It is possible that my father had booked passage on the SS Lancastria, a Cunard line ship, since it was expected to board civilians and military personnel on or about June 15-16 in St- Nazaire Harbor. She sank off St-Nazaire, after being bombed by German aircraft, on June 17. Fortunately on that day my father was still in Cognac doing his best to get bank operations setup.

  • June 22nd – FRANCE capitulated and the Franco-German surrender document was signed.
  • Its provisions included German occupation of the Channel and Biscay coasts and demilitarisation of the French fleet under Axis control.

Most probably my father was told by British diplomats who were in Bordeaux about the naval operation named Aerial, which Lancastria was a part of. That evacuation operation would be picking up troops and civilians between Bayonne and St-Jean de Luz between June 22 and 25.

It seems possible that we got on one of the following ships sometime between June 22 and 24.

Philippe Pétain (1856-1951)
Image via Wikipedia
  • According to Royal Navy archives anti-aircraft cruiser CALCUTTA (Flag Rear Admiral Curteis, 2nd Cruiser Squadron) and Canadian destroyers FRASER and RESTIGOUCHE patrolled off Bordeaux covering the evacuation of St Jean De Luz where troopships ETTRICK (11,279grt), ARANDORA STAR (15,501grt), BATORY (14,287grt), SOBIESKI (11,030grt) were lifting troops from 22 to 24 June.
  • The convoy departed St Jean De Luz at 1300/24th escorted by destroyers MACKAY and WREN.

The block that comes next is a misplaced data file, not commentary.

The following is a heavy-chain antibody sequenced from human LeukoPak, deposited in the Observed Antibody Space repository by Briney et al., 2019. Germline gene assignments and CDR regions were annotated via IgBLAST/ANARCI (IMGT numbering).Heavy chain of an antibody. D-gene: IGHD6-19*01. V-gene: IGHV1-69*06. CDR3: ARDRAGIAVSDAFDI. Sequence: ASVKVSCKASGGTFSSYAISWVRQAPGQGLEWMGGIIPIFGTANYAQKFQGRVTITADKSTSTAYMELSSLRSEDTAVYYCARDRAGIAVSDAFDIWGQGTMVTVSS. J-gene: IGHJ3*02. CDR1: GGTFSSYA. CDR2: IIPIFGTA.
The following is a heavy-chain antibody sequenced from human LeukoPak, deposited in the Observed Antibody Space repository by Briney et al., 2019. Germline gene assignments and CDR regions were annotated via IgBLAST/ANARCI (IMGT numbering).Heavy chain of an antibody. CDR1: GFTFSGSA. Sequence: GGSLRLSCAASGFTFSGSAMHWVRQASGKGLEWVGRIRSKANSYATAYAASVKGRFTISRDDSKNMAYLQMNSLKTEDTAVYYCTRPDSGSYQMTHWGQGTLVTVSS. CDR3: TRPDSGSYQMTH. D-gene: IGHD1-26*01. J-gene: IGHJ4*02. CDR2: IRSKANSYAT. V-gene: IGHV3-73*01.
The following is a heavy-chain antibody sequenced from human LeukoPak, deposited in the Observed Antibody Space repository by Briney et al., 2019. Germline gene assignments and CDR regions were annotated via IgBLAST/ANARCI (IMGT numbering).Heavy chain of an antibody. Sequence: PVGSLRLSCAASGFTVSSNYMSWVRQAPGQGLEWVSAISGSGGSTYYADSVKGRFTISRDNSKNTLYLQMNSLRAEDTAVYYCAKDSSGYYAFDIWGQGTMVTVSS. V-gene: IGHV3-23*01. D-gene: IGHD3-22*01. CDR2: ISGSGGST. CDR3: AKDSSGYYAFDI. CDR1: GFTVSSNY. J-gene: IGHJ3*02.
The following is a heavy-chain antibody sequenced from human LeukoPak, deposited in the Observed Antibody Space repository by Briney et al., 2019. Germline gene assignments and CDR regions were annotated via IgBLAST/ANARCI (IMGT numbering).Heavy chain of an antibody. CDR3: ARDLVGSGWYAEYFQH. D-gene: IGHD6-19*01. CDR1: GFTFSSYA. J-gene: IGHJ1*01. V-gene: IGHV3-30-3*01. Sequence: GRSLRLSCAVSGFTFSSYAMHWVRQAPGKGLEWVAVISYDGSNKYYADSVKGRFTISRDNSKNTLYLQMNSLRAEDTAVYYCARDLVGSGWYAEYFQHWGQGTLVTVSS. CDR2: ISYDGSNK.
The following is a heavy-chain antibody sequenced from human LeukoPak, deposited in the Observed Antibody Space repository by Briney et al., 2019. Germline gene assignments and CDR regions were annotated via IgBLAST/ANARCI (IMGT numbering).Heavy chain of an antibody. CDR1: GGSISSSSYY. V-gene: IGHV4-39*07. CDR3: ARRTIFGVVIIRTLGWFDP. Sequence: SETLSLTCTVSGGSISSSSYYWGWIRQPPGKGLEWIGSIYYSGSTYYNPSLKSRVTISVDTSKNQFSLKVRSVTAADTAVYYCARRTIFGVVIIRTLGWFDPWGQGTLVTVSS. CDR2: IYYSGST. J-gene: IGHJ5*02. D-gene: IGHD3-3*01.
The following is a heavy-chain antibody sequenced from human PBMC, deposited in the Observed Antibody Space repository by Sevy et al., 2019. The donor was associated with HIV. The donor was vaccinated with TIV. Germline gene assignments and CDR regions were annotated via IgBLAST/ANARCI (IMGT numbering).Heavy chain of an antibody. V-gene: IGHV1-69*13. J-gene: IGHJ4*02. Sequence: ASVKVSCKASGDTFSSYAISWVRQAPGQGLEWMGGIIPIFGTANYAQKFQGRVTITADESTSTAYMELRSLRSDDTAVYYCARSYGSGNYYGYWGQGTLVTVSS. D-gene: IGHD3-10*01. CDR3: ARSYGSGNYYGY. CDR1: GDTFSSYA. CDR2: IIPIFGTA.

• June 25th  – The Allied evacuation of France ended with 215,000 servicemen and civilians saved, but Operations ‘Aerial’ and ‘Cycle’ never captured the public’s imagination like the ‘miracle’ of Dunkirk.
  • On the final day of the evacuation, Canadian destroyer “FRASER” was rammed and sunk by AA cruiser “Calcutta” off the Gironde Estuary leading into Bordeaux.
  • June 25th all hostilities between Germans and French ended officially and the German controlled zone was in effect, including all of France’s Atlantic Coast up to the Spanish-French border.

We probably landed in Plymouth on or about June 26 and made our way to London. My father then made arrangements for our return to Canada on MS Batory from Greenock, Scotland.

  • According to Royal Navy archives on the July 5th, battleship REVENGE met anti-aircraft cruiser BONAVENTURE (Captain H. J. Egerton) and troopships MONARCH OF BERMUDA (22,424grt), SOBIESKI (11,030grt), and BATORY (14,287grt).